• Simultaneous landings or takeoffs at US airports are rare, despite the fact that the facilities required for them are quite common.
  • There are actually numerous airports in the US that have the facilities for simultaneous parallel landings, including Newark Liberty International Airport and Kansas City International Airport.
  • The reason for the rarity of parallel landings is that airports often prioritize one runway for takeoffs and another for arrivals, and staggered approaches are more commonly used to reduce air traffic control precautions.

Simultaneous landings or takeoffs, such as those that can be witnessed at San Francisco International Airport (SFO), can be incredibly beautiful, especially for those onboard who witness another aircraft land right alongside them. Despite the fact that these events are rather marvelous to behold, they are surprisingly rare among US airports.

However, the facilities that are required for a simultaneous landing are actually rather common, as all an airport requires are two parallel runways separated by more than 4,300 feet. Furthermore, parallel takeoffs and landings can even be authorized with less than that separation distance under specific circumstances, such as if both aircraft are significantly smaller.

Despite this, simultaneous landings and takeoffs are actually rather rare, and many have only seen them at a few US airports. Therefore, which airports could permit these marvelous landings, and why are they not that common even when the appropriate facilities are available?

Potential airports

There are far more airports with the appropriate facilities for simultaneous parallel landings than one might expect. Examples of these airports include Newark Liberty International Airport (EWR), where United Airlines maintains an operational hub, and Kansas City International Airport (MCI).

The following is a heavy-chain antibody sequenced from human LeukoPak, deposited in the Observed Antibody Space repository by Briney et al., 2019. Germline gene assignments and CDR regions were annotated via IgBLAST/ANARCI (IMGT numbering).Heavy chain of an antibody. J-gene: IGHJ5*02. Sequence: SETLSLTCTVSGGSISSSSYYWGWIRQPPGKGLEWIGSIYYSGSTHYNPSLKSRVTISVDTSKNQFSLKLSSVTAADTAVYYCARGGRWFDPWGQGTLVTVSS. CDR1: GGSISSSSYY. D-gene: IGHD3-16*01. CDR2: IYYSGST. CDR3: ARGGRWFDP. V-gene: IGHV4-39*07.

In fact, there are actually numerous airports that maintain the facilities for triple parallel landings in the United States. In fact, 23 different US airports can accommodate three aircraft approaching three runways simultaneously, some of which are rather small. Wichita Falls Regional Airport (SPS), a mixed-use facility operating military flights out of nearby Sheppard Air Force Base and scheduled commercial service from American Eagle, has three parallel runways capable of simultaneous landings.

Some airports can theoretically even accommodate more than three aircraft landing or taking off at once, including Denver International Airport (DEN) and Dallas-Fort Worth International Airport (DFW). Chicago-O'Hare International Airport (ORD) can even hypothetically permit six aircraft to land simultaneously, which would truly be a sight to behold.

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Why aren't there more parallel landings?

In most situations, when an airport has two runways, one is used for takeoffs and the other for arriving flights, which is far more efficient than utilizing both for both departing and landing flights. Thus, it's rather uncommon to see simultaneous arrivals even when airports do have multiple runways.

Furthermore, even if airports have more than two runways and use multiple runways for landings or takeoffs, aircraft are often guided onto staggered approaches, which require fewer air traffic control precautions to be taken via diagonal instead of horizontal aircraft separation. Only under very specific circumstances are parallel landings utilized.

Diagonal_separation (1)
Photo: FAA

One time in which simultaneous landings are optimal is when an airport is experiencing significant one-way traffic. For example, if an airport has a large influx of arriving flights and very few departing flights, it may make sense to utilize both runways for simultaneous approaches as is done in San Francisco during certain times of the day.

Furthermore, simultaneous landings are contingent upon optimal conditions, and everything from rain to wind to fog can affect whether these maneuvers can be attempted. At airports such as SFO, which rely at times on simultaneous approaches, suboptimal conditions can lead to airport delays.

Sources: SKYbrary, FAA